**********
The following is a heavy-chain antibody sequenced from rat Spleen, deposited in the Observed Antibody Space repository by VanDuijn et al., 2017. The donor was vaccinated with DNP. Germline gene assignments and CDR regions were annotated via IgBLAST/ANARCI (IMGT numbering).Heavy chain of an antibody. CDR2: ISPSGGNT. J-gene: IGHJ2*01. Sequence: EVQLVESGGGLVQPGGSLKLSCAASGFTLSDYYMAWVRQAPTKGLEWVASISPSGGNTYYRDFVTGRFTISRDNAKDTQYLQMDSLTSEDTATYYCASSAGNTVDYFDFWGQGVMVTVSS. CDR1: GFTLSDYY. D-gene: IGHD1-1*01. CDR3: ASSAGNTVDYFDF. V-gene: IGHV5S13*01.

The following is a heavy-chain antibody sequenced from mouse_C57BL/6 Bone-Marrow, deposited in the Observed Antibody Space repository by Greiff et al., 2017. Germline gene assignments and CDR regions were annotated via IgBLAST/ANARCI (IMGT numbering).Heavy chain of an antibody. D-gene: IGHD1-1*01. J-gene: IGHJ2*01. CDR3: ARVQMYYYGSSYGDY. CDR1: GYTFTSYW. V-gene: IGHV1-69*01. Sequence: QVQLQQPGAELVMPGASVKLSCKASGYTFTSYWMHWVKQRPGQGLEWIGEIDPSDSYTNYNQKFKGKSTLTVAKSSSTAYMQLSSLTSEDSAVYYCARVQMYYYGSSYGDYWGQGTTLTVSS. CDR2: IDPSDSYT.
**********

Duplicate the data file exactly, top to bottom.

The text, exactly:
The following is a heavy-chain antibody sequenced from rat Spleen, deposited in the Observed Antibody Space repository by VanDuijn et al., 2017. The donor was vaccinated with DNP. Germline gene assignments and CDR regions were annotated via IgBLAST/ANARCI (IMGT numbering).Heavy chain of an antibody. CDR2: ISPSGGNT. J-gene: IGHJ2*01. Sequence: EVQLVESGGGLVQPGGSLKLSCAASGFTLSDYYMAWVRQAPTKGLEWVASISPSGGNTYYRDFVTGRFTISRDNAKDTQYLQMDSLTSEDTATYYCASSAGNTVDYFDFWGQGVMVTVSS. CDR1: GFTLSDYY. D-gene: IGHD1-1*01. CDR3: ASSAGNTVDYFDF. V-gene: IGHV5S13*01.

The following is a heavy-chain antibody sequenced from mouse_C57BL/6 Bone-Marrow, deposited in the Observed Antibody Space repository by Greiff et al., 2017. Germline gene assignments and CDR regions were annotated via IgBLAST/ANARCI (IMGT numbering).Heavy chain of an antibody. D-gene: IGHD1-1*01. J-gene: IGHJ2*01. CDR3: ARVQMYYYGSSYGDY. CDR1: GYTFTSYW. V-gene: IGHV1-69*01. Sequence: QVQLQQPGAELVMPGASVKLSCKASGYTFTSYWMHWVKQRPGQGLEWIGEIDPSDSYTNYNQKFKGKSTLTVAKSSSTAYMQLSSLTSEDSAVYYCARVQMYYYGSSYGDYWGQGTTLTVSS. CDR2: IDPSDSYT.